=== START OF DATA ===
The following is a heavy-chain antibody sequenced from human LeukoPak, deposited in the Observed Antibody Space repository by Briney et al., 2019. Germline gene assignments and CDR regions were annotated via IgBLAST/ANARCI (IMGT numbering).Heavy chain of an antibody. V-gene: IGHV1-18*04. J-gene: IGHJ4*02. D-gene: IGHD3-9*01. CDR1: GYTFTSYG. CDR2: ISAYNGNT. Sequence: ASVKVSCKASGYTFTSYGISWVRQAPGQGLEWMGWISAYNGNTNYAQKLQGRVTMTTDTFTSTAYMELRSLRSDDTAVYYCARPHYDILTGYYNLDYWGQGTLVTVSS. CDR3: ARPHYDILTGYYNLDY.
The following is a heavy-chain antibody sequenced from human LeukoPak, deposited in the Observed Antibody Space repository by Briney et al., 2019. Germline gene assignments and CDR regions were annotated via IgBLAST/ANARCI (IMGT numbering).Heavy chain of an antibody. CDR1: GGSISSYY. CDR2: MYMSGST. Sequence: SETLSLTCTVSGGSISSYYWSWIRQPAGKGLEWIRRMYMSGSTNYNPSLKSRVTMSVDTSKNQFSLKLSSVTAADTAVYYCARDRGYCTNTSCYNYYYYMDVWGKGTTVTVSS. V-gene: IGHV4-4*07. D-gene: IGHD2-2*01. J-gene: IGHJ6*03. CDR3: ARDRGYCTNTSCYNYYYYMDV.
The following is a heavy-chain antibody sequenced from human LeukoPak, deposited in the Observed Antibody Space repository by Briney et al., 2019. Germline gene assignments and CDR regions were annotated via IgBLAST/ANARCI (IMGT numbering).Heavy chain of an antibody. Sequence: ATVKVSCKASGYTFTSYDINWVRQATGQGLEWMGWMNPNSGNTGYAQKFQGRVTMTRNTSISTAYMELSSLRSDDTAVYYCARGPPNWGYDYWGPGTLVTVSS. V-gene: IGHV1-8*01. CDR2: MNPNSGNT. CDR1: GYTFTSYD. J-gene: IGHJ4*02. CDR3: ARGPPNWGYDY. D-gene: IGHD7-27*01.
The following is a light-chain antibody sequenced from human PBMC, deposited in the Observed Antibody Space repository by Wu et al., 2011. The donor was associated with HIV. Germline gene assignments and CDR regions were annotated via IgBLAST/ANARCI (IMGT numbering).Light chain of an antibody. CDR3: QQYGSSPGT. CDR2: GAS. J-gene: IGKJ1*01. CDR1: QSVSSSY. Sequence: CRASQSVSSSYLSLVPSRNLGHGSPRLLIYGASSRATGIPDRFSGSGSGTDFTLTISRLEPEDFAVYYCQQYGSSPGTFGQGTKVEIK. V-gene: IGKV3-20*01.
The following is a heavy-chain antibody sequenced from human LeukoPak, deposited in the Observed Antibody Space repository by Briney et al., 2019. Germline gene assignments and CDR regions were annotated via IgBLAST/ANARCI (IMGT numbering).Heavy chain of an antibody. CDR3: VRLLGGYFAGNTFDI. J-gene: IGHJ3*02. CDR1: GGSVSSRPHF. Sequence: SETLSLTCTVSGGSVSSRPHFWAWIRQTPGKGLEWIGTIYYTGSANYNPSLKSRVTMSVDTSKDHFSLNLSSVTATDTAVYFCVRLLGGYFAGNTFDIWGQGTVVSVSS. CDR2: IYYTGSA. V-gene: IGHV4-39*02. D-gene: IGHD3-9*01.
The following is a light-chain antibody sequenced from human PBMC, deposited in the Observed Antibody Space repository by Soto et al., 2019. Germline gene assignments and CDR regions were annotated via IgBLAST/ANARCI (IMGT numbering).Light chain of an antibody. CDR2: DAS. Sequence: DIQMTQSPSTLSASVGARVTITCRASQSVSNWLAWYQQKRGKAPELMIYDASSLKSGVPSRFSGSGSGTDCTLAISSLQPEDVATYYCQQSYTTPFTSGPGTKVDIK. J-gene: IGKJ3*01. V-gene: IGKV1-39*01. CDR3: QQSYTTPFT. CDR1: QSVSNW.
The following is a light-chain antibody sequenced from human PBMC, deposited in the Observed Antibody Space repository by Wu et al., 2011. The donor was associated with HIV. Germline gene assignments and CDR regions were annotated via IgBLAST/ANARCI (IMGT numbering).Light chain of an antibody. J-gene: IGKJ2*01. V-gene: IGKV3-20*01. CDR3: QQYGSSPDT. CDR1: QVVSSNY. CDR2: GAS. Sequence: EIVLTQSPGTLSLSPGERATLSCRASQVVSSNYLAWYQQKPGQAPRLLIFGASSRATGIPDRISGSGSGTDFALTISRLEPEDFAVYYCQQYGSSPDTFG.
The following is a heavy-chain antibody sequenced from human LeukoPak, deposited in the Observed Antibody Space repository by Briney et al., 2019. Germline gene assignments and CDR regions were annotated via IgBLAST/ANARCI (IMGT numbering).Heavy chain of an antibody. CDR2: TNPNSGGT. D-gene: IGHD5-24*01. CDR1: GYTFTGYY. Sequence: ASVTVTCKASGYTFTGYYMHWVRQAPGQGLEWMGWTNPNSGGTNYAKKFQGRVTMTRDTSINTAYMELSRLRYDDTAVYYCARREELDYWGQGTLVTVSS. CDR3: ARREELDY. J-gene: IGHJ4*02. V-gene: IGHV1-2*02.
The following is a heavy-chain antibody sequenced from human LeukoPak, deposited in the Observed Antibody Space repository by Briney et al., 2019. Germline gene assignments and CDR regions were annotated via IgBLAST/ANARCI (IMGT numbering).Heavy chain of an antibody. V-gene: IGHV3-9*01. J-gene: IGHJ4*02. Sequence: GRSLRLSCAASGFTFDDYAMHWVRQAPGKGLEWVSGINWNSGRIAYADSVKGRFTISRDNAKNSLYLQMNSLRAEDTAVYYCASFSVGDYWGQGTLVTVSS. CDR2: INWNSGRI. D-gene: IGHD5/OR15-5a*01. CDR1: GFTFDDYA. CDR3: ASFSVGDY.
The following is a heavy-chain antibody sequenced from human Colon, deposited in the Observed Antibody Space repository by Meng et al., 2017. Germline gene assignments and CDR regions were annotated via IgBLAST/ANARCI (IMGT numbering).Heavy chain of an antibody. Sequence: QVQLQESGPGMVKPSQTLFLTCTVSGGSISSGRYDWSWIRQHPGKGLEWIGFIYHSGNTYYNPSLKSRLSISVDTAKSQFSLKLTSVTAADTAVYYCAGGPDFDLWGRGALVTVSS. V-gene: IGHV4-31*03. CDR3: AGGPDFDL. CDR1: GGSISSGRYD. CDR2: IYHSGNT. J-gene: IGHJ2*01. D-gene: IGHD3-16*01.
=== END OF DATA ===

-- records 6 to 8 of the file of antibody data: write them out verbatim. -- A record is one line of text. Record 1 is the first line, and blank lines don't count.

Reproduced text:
The following is a light-chain antibody sequenced from human PBMC, deposited in the Observed Antibody Space repository by Soto et al., 2019. Germline gene assignments and CDR regions were annotated via IgBLAST/ANARCI (IMGT numbering).Light chain of an antibody. CDR2: DAS. Sequence: DIQMTQSPSTLSASVGARVTITCRASQSVSNWLAWYQQKRGKAPELMIYDASSLKSGVPSRFSGSGSGTDCTLAISSLQPEDVATYYCQQSYTTPFTSGPGTKVDIK. J-gene: IGKJ3*01. V-gene: IGKV1-39*01. CDR3: QQSYTTPFT. CDR1: QSVSNW.
The following is a light-chain antibody sequenced from human PBMC, deposited in the Observed Antibody Space repository by Wu et al., 2011. The donor was associated with HIV. Germline gene assignments and CDR regions were annotated via IgBLAST/ANARCI (IMGT numbering).Light chain of an antibody. J-gene: IGKJ2*01. V-gene: IGKV3-20*01. CDR3: QQYGSSPDT. CDR1: QVVSSNY. CDR2: GAS. Sequence: EIVLTQSPGTLSLSPGERATLSCRASQVVSSNYLAWYQQKPGQAPRLLIFGASSRATGIPDRISGSGSGTDFALTISRLEPEDFAVYYCQQYGSSPDTFG.
The following is a heavy-chain antibody sequenced from human LeukoPak, deposited in the Observed Antibody Space repository by Briney et al., 2019. Germline gene assignments and CDR regions were annotated via IgBLAST/ANARCI (IMGT numbering).Heavy chain of an antibody. CDR2: TNPNSGGT. D-gene: IGHD5-24*01. CDR1: GYTFTGYY. Sequence: ASVTVTCKASGYTFTGYYMHWVRQAPGQGLEWMGWTNPNSGGTNYAKKFQGRVTMTRDTSINTAYMELSRLRYDDTAVYYCARREELDYWGQGTLVTVSS. CDR3: ARREELDY. J-gene: IGHJ4*02. V-gene: IGHV1-2*02.